The other single on the album was the first launched in the US although without troubling the chart compilers. Here Come the Nice is a great example of Marriott at his cheeky best making numerous drug references and getting away with it. The US version of the single is included on disc 2. Again, the b-side Talk To You is included and it is a great track with soulful vocals from Marriott.

Get Yourself Together is another favourite although one the Small Faces never played live. A great version is available from The Jam and when Weller asked Mac about it, the keyboard player could not recall the track. Many of the tracks were played in the studio and never played again. Get Yourself Together later became a staple of Ian McLagan's live act. One of Mac's major moments on the album is on the Ronnie Lane track Show Me The Way with its barque instrumentation. The freedom of Olympic Studios allowed Mac to use the harpsichord he found there, quite a departure from the more usual Booker T Jones style he played with the Small Faces. At the time, Lane was looking for spiritual enlightenment and this tracks marks the start of his search. Lane also features on Green Circles, probably one of the band's more "psychedelic" tracks. A curio on side two which also appeared on The Immediate Years boxed set is a version of Green Circles with Steve Marriott on lead vocals. Judge for yourself which is the better version.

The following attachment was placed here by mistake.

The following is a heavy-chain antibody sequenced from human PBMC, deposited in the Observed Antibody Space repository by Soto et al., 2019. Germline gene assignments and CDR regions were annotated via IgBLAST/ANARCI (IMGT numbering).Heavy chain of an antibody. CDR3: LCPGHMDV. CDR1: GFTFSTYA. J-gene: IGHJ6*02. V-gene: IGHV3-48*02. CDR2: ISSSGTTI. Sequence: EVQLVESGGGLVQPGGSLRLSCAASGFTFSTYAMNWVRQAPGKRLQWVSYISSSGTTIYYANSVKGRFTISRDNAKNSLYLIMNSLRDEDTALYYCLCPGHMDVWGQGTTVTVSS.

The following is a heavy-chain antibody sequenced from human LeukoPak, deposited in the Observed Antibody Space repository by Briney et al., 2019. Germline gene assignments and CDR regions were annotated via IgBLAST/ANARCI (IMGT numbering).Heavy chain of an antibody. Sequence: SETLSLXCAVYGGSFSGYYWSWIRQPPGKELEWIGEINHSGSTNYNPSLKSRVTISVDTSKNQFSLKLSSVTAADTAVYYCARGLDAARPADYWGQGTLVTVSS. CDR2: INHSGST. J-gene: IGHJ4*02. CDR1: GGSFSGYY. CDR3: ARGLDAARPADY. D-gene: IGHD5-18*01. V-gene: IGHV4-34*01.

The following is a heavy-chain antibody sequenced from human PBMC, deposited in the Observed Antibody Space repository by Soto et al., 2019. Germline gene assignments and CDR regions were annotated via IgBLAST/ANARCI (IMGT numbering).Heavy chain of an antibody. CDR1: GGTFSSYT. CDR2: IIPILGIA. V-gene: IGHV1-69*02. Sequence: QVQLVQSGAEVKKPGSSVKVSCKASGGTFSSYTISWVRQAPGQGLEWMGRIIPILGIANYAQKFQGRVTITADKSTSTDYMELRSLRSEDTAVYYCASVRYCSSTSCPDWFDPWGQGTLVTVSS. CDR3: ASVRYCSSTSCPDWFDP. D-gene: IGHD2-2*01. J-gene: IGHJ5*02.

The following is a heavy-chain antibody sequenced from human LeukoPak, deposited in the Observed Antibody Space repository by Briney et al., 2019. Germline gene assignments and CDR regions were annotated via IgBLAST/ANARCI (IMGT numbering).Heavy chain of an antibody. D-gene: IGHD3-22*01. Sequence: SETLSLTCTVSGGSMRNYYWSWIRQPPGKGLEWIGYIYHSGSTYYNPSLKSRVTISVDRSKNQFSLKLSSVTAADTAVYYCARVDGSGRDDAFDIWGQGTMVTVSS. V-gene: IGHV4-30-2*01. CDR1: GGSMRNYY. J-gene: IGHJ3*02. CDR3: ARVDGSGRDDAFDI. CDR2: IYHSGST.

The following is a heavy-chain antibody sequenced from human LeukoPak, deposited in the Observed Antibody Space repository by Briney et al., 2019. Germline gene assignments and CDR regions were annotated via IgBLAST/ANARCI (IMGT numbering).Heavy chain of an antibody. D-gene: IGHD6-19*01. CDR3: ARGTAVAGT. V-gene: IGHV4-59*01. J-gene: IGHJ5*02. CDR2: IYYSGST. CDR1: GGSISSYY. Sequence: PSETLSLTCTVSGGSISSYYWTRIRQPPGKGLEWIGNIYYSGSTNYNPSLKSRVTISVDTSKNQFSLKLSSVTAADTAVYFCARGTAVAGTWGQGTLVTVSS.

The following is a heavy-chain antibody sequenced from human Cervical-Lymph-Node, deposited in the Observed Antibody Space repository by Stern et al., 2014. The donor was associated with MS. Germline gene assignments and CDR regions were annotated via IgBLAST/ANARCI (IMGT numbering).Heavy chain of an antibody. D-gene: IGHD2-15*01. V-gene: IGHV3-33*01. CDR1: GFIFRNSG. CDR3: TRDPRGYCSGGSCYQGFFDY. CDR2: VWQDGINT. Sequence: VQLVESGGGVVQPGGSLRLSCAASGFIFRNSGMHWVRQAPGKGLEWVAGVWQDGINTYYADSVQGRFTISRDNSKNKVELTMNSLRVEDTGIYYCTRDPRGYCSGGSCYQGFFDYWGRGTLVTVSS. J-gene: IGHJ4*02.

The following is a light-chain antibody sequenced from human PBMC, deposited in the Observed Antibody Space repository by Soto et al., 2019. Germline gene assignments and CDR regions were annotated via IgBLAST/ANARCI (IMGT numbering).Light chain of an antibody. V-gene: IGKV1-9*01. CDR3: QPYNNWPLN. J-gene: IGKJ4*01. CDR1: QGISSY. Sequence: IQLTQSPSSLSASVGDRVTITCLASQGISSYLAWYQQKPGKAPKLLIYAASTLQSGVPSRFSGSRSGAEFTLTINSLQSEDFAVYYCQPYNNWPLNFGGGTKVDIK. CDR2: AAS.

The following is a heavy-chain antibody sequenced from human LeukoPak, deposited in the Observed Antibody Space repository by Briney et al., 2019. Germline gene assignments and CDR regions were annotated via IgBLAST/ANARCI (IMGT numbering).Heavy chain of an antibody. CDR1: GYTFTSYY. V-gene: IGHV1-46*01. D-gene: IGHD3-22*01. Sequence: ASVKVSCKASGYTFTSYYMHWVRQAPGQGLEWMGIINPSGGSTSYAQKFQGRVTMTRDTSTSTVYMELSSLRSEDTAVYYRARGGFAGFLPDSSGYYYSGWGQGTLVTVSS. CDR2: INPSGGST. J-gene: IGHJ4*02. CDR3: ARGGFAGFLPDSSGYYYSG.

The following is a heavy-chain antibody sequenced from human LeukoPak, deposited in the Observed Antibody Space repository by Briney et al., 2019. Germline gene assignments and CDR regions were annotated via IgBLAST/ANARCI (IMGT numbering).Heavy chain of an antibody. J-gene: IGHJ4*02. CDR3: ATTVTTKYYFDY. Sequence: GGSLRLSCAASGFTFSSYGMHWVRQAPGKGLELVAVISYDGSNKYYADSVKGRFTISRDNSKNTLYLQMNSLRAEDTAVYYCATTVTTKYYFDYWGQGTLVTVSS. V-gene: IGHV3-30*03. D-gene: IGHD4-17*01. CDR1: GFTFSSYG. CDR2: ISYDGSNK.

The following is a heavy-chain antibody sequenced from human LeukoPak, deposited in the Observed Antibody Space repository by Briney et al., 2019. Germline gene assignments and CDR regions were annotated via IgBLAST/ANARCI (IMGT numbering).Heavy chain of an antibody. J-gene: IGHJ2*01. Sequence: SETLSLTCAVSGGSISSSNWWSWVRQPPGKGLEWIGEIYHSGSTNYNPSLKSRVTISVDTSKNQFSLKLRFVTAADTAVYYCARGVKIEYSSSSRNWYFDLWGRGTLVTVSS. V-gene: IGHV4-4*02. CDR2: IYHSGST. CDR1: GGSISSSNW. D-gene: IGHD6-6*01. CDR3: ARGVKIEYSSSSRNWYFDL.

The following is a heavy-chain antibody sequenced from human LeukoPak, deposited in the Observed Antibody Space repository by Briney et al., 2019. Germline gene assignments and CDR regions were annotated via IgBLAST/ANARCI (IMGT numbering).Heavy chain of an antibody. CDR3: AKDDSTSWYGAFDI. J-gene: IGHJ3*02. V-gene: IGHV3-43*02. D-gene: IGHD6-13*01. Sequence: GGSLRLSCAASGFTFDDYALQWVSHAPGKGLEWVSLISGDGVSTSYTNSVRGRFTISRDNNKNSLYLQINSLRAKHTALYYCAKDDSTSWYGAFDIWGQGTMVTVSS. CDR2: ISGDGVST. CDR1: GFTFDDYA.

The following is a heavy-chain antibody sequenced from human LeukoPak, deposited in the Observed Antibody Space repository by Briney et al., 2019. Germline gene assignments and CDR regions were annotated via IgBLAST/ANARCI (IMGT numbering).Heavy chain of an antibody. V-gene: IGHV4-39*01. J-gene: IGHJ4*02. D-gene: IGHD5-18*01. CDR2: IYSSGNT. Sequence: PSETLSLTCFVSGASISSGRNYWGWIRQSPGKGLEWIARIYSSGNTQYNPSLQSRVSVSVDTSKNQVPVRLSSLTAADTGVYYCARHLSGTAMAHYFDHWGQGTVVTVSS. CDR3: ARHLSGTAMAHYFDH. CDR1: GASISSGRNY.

The main album finishes with (Tell Me) Have You Ever Seen Me, the opening track of the UK Small Faces album. This is a much under-rated and under-played track that certainly justifies its inclusion. The US album excludes some of the tracks from the UK release although Eddies Dreaming is included as an extra track. Presumably these were seen as less appropriate for a US audience especially Marriott's "Cockney" introduction to "Ronald Leafy Lane".

In summary, nothing especially new here but without doubt the inclusion of three classic singles and their b-sides makes this pop and rock perfection.

March 2015

Privacy policy

Making Time 1995-2015